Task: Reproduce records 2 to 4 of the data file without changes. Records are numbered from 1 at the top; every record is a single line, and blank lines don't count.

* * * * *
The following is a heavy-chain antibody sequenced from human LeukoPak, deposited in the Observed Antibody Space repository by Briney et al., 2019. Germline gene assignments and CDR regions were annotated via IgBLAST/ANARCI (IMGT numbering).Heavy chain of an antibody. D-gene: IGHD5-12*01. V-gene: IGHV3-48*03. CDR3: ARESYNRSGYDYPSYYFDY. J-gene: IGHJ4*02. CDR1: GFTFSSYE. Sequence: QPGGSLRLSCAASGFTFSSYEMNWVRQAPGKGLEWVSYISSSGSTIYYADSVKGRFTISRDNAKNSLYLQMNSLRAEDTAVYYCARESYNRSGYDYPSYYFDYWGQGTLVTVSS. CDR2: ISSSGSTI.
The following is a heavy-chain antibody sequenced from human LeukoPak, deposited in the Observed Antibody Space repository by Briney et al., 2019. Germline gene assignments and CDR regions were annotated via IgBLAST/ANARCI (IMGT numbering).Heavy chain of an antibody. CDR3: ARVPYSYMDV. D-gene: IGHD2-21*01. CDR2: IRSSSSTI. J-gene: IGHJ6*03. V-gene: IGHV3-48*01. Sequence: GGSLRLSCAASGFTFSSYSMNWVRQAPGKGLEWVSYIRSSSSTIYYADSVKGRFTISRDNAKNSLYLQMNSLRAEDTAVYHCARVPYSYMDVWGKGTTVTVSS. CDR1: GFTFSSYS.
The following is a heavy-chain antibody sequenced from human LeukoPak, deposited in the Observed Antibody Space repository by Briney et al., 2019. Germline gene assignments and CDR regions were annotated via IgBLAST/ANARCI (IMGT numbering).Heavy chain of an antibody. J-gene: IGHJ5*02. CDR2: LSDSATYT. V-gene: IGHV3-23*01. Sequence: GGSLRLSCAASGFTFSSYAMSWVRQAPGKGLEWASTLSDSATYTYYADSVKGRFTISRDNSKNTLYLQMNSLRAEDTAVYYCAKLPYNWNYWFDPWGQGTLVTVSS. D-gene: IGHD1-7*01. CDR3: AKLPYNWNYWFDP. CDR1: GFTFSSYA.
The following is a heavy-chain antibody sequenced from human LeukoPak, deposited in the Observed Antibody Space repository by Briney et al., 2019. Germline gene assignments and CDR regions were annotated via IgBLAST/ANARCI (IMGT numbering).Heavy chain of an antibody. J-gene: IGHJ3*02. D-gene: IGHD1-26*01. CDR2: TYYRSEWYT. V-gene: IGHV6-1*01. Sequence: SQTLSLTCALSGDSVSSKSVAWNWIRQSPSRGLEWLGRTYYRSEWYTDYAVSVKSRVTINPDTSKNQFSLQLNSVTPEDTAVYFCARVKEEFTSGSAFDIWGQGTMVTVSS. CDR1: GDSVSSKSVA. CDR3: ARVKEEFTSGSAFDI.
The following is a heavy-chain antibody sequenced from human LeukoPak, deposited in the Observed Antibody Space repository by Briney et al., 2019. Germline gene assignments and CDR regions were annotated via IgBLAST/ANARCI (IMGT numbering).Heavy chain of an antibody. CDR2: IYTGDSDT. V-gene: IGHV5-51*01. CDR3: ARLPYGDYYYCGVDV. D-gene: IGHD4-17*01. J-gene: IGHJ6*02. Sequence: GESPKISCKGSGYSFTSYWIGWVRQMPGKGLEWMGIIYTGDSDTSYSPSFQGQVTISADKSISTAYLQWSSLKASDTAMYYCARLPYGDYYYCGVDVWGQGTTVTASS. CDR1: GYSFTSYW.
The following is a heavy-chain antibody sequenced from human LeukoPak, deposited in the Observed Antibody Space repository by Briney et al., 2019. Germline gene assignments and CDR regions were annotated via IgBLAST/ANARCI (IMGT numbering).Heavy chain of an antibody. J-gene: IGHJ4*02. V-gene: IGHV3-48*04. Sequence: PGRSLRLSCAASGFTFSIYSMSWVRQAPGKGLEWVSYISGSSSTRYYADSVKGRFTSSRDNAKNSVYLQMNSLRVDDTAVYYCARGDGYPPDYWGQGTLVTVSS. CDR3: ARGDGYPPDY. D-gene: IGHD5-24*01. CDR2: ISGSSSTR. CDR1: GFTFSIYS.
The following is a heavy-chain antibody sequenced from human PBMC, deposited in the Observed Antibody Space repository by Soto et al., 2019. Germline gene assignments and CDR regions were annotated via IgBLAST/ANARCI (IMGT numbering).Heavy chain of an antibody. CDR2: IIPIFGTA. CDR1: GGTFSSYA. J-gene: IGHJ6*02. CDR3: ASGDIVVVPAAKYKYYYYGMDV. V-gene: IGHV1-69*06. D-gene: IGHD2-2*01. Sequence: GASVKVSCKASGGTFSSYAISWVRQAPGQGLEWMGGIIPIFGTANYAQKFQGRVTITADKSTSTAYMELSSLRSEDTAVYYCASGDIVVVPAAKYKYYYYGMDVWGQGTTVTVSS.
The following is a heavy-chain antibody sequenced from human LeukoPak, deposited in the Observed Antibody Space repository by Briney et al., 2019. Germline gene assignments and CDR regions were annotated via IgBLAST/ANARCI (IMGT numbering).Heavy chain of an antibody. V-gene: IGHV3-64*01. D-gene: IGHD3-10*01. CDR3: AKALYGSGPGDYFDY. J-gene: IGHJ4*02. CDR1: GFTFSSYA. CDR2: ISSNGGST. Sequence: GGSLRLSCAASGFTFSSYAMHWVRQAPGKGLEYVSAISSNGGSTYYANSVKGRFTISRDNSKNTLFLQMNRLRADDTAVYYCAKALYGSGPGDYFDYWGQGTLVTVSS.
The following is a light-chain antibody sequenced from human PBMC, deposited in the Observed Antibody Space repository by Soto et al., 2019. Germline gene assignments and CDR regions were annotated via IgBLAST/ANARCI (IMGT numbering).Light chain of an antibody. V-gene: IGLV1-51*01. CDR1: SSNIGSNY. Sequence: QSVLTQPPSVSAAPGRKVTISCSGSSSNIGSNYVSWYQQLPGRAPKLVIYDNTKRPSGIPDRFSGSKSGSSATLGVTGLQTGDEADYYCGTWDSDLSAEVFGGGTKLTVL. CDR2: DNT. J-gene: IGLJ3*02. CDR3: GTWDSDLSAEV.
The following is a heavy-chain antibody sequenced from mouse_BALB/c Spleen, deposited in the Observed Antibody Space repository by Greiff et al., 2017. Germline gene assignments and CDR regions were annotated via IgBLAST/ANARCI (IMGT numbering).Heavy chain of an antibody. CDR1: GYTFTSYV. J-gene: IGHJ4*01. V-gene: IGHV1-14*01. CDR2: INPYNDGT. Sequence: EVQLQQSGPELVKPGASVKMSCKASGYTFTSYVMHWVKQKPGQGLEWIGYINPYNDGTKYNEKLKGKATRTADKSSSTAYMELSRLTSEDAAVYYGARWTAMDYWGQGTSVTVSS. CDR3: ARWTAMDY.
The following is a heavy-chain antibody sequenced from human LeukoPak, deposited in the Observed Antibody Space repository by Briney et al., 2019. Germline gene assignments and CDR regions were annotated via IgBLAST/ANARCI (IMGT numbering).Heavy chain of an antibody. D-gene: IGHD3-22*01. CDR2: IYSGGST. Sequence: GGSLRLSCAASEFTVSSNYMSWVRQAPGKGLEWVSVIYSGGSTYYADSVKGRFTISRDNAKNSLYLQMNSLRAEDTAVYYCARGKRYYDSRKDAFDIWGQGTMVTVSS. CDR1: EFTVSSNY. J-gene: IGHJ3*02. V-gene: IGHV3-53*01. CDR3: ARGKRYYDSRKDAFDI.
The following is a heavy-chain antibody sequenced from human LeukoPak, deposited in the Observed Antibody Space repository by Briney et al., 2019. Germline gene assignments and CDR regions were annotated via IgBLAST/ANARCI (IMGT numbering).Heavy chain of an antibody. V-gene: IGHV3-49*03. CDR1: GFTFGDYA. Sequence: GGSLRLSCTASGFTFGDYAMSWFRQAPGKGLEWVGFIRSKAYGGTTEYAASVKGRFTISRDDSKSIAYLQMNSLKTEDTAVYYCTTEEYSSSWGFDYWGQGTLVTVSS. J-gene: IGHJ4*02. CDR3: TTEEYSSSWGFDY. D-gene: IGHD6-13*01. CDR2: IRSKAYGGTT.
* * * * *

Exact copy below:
The following is a heavy-chain antibody sequenced from human LeukoPak, deposited in the Observed Antibody Space repository by Briney et al., 2019. Germline gene assignments and CDR regions were annotated via IgBLAST/ANARCI (IMGT numbering).Heavy chain of an antibody. CDR3: ARVPYSYMDV. D-gene: IGHD2-21*01. CDR2: IRSSSSTI. J-gene: IGHJ6*03. V-gene: IGHV3-48*01. Sequence: GGSLRLSCAASGFTFSSYSMNWVRQAPGKGLEWVSYIRSSSSTIYYADSVKGRFTISRDNAKNSLYLQMNSLRAEDTAVYHCARVPYSYMDVWGKGTTVTVSS. CDR1: GFTFSSYS.
The following is a heavy-chain antibody sequenced from human LeukoPak, deposited in the Observed Antibody Space repository by Briney et al., 2019. Germline gene assignments and CDR regions were annotated via IgBLAST/ANARCI (IMGT numbering).Heavy chain of an antibody. J-gene: IGHJ5*02. CDR2: LSDSATYT. V-gene: IGHV3-23*01. Sequence: GGSLRLSCAASGFTFSSYAMSWVRQAPGKGLEWASTLSDSATYTYYADSVKGRFTISRDNSKNTLYLQMNSLRAEDTAVYYCAKLPYNWNYWFDPWGQGTLVTVSS. D-gene: IGHD1-7*01. CDR3: AKLPYNWNYWFDP. CDR1: GFTFSSYA.
The following is a heavy-chain antibody sequenced from human LeukoPak, deposited in the Observed Antibody Space repository by Briney et al., 2019. Germline gene assignments and CDR regions were annotated via IgBLAST/ANARCI (IMGT numbering).Heavy chain of an antibody. J-gene: IGHJ3*02. D-gene: IGHD1-26*01. CDR2: TYYRSEWYT. V-gene: IGHV6-1*01. Sequence: SQTLSLTCALSGDSVSSKSVAWNWIRQSPSRGLEWLGRTYYRSEWYTDYAVSVKSRVTINPDTSKNQFSLQLNSVTPEDTAVYFCARVKEEFTSGSAFDIWGQGTMVTVSS. CDR1: GDSVSSKSVA. CDR3: ARVKEEFTSGSAFDI.